At school, were you allowed to read the script of the recording while you were listening?

I know I wasn't

All I read was the silly comprehension question before listening. Then I had to do my best to catch a few words and guess the answers.

 

We’ve all done it. We’ve all decided that the myths about understanding languages are true.

 

  • Reading a transcript while listening is bad.
  • Reading subtitles while watching a film is wrong.

 

I’m not into black and white, polarised opinions.

 

At the same time, I get it. I know you struggle to understand spoken English because you learned through reading and writing. Not speaking and listening.

 

The truth is understanding spoken English is hard. Most learners are just listening as much as they can. This includes reading and listening i.e watching films with subtitles or listening to podcasts that have transcripts.

 

But because you don’t know how to combine reading and listening effectively, you don’t make progress.

 

The end result: you don’t understand much more than when you started even though you’ve been practising for years.

 

What if you could combine the spoken and written in ways that actually get results?

 

Instead of seeing the combination as something “bad” or “forbidden” what if it could actually help you?

 

You need to quiet the voice of your schoolteacher in your head telling you it’s a bad thing.

 

I’m not talking about just reading (even though you can do that). I’m talking about a whole range of activities you can do thanks to the text that will help you go beyond just listening.

 

When you have the audio and the transcription you can:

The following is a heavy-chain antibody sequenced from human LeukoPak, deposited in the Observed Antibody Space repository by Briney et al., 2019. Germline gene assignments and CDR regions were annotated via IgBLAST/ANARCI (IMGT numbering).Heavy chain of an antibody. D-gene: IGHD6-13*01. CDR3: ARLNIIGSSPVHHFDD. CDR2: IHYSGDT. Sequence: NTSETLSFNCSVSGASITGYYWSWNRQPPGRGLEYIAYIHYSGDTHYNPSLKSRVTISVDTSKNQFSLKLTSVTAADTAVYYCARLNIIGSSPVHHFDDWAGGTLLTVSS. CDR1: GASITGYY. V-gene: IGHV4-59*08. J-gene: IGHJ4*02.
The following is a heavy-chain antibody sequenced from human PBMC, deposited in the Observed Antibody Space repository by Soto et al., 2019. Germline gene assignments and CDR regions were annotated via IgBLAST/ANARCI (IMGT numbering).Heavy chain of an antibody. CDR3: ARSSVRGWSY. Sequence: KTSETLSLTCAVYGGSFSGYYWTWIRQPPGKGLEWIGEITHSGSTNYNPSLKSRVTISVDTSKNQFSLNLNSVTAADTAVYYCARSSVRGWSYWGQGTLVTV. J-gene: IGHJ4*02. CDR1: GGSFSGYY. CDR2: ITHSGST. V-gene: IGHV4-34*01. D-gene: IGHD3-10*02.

• do shadow readings to improve your pronunciation, speaking and listening (more details on how to do that in the books
  • create wordclouds to preview vocabulary before you listen
  • do dictations to discover why you’re struggling to understand: was it a new word? was it a word you already know in writing but didn’t recognise in speech? was it several words joined together that sound like a single word? was it something else?
  • listen with and without the text to check how much you understood and also to build your confidence in the beginning stages

 

That’s why I’ve created two audiobooks that let you read and listen at the same time. You’ll save 20% by buying both books together in a bundle. You’ll get:

  • All 20 episodes of Cara’s Fast Natural English podcast with the full transcript of each one
  • Over 2 hours of fast, spontaneous, conversational English
  • 9 blogcasts of my best blog posts – these aren’t available anywhere else
  • 9 PDFs of my best blog posts
  • Over an hour and a half of listening advice and practice in one place

Want to try before you buy?

Download the free, sample chapter of each book
About Cara and Leo Listening

About Cara and Leo Listening

Hi, I'm Cara Leopold, the online English listening teacher at Leo Listening. I help bookworms and vocab nerds who prefer reading to listening break free from subtitles.  

Click here to learn more about my story and how I can help you.